SMU Coach Inducted Into Western Chapter Of The Pennsylvania Sports Hall of Fame

April 6, 2010 by · Comments Off 

By Robby Gillespie
rgillespie@smu.edu

Former NFL assistant coach and current SMU linebackers coach Joe Haering earned a spot in the 2010 induction to the Wester Chapter of the Pennsylvania Sports Hall of Fame, the organization announced Monday.

Haering joined June Jones’ staff in the summer of 2009 after spending 12 seasons as a college scout with the NFL’s Buffalo Bills.

As a linebackers coach last season, Haering worked with senior Chase Kennemer, who worked out with the Dallas Cowboys this week in an effort to increase his draft potential in preparation for April’s NFL Draft.

Haering and the rest of the defensive coaches helped lead the Mustangs to their first bowl win in 25 years, holding Nevada to just ten points in the Sheraton Hawaii Bowl.

In 1994, Hearing oversaw the Atlanta Falcons’ linebackers as an assistant coach. A year later, he took over as defensive coordinator, a year the Falcons went to the playoffs.

He served as a linebackers coach with the New York Jets from 1978-1979, then spent several years coaching in the CFL through out the 1980s.

Haering began his coaching career at Bucknell, his alma mater, before moving on to stints at Kentucky, Boston University, and Kent State.

After earning all-conference honors as a linebacker at Bucknell, Haering went on to serve in the US Army as a first lieutenant and company commander in Vietnam.

The Western Chapter is the largest division of the Pennsylvania Sports Hall of Fame. The ceremony banquet will be held May 1 in Mars, Penn.

SMU Football Kicks Off Spring Practice

March 29, 2010 by · Comments Off 

By Robby Gillespie
rgillespie@smu.edu

After a historic bowl winning season in 2009, the SMU football team took the practice field Monday for the first Spring practice of the season. The Mustangs begin preparation for the 2010 season looking for their second straight winning record and another bowl win.

The Mustangs finished the 2009 season with a victory in the Sheraton Hawaii Bowl for the program’s first bowl win in 25 years.

The full team practices will be held inside Ford Stadium and on the Pettus Practice fields next door. Fans are welcome to watch the team from outside the fences.

The practice marked the first of 15 practice sessions over the next 27 days, each running 7-9 a.m. For a full schedule of Spring practice, click here.

For the full post practice report from the Dallas Morning News, click here.

Check back Tuesday for The Daily Mustang’s full practice coverage, including video interviews and a recap of the practice.

SMU Faces Tough Nevada Running Attack

December 24, 2009 by · Comments Off 

By Robby Gillespie
rgillespie@smu.edu

HONOLULU — The SMU football team will have to find a way to stop the best rushing attack in the NCAA Thursday night to earn their first bowl win since 1984 when they won the Hawaii Bowl.

Nevada set an NCAA record in 2009 after three Wolfpack running backs ran for more than 1,000 yards each. Fortunately for SMU, Nevada will play without two of their leading running backs Vai Taua and Luke Lippincott who combined for 2,379 yards and 19 rushing touchdowns. Taua was ruled academically ineligible this week and Lippincott had surgery two weeks ago.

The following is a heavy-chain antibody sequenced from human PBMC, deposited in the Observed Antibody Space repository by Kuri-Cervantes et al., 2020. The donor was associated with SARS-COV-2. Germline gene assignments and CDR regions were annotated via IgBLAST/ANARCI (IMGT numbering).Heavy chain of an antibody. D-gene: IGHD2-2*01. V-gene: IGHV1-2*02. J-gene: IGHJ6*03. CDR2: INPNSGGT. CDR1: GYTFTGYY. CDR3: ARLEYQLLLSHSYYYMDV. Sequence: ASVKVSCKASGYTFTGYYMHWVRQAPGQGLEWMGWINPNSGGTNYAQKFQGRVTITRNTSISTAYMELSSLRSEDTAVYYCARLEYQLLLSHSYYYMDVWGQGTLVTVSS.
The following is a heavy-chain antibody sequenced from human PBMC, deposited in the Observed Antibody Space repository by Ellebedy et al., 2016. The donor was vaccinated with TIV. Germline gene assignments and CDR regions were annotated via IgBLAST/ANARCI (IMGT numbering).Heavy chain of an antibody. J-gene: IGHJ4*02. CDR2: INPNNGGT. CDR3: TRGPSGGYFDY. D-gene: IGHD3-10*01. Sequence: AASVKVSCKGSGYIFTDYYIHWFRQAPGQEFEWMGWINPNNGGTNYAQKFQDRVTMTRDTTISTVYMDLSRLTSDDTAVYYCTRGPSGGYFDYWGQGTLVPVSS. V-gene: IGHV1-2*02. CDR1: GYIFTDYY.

The Wolfpack also lost strong safety Duke Williams and linebacker Andre Davis Wednesday after head coach Chris Ault suspended Williams for unspecified team violations and released Davis from the program.

Those losses may help out the Mustangs who have had trouble stopping the run this season, allowing 169 rushing yards/game and giving up 331 rushing yards to a Navy offense that also focuses on running the ball.

“They’re not going to change what they do,” said SMU Head Coach June Jones. “Somebody will get an opportunity to be a star and the team may rally up and play harder. They’re one of the best running teams in America…it’s going to be a tough match up for us.”

“We’re excited and are looking forward to the challenge,” said SMU senior linebacker Chase Kennemer. “As a linebacker you want to play a team that runs the ball. I’m looking forward to trying to shut them down. ”

Jones led the Mustangs to the biggest turnaround in school history and in the NCAA in 2009 with a 7-5 record, after SMU went 1-11 in 2008. He did it with a true freshmen quarterback, Kyle Padron, who he was talking about red shirting earlier in the season. Padron led the Mustangs to a 4-1 record as a starter.

He will see a defense Thursday that has allowed opponents to 284 passing yards/game, ranked 118th in the country. A unique part of this June Jones offense is running back Shawnbrey McNeal, who is the first collegiate running back to run for 1,000 yards under Jones.

“We have a young quarterback and Shawnbrey has really taken a load off of him,” Jones said.

The Mustangs are hoping for a home crowd Thursday when they take the field at Jones’ former home, Aloha Stadium.

“Everywhere we go, everyone knows coach Jones,” Kennemer said. “I think him being here will give us a slight edge.”

For Jones, the homecoming will be a welcomed sight to a place where he has so many memories as Hawaii’s coach.

“It’s going to fun walking into the stadium on game day,” Jones said. “I’m looking forward to being on the same sideline I used to be on.”

Making Waves: 2009 Special Teams Picks

December 24, 2009 by · Comments Off 

First Pick: Margus Hunt
Class/Position: Freshmen Defensive End
Awards: 2009 Defensive C-USA Honorable Mention, Holds SMU record for career blocked kicks
2009 Stats: 7 blocked kicks, 1 fumble recovery, 1.5 sacks
Hunt became a threat on field goals and extra points early in the season, earning a total of 7 blocked kicks, which is second most in the NCAA for one season.

Second Pick: Sterling Moore
Class/Position: Defensive Back
2009 Stats: 1 blocked kick, 28 tackles, 1 sack, 1 fumble recovery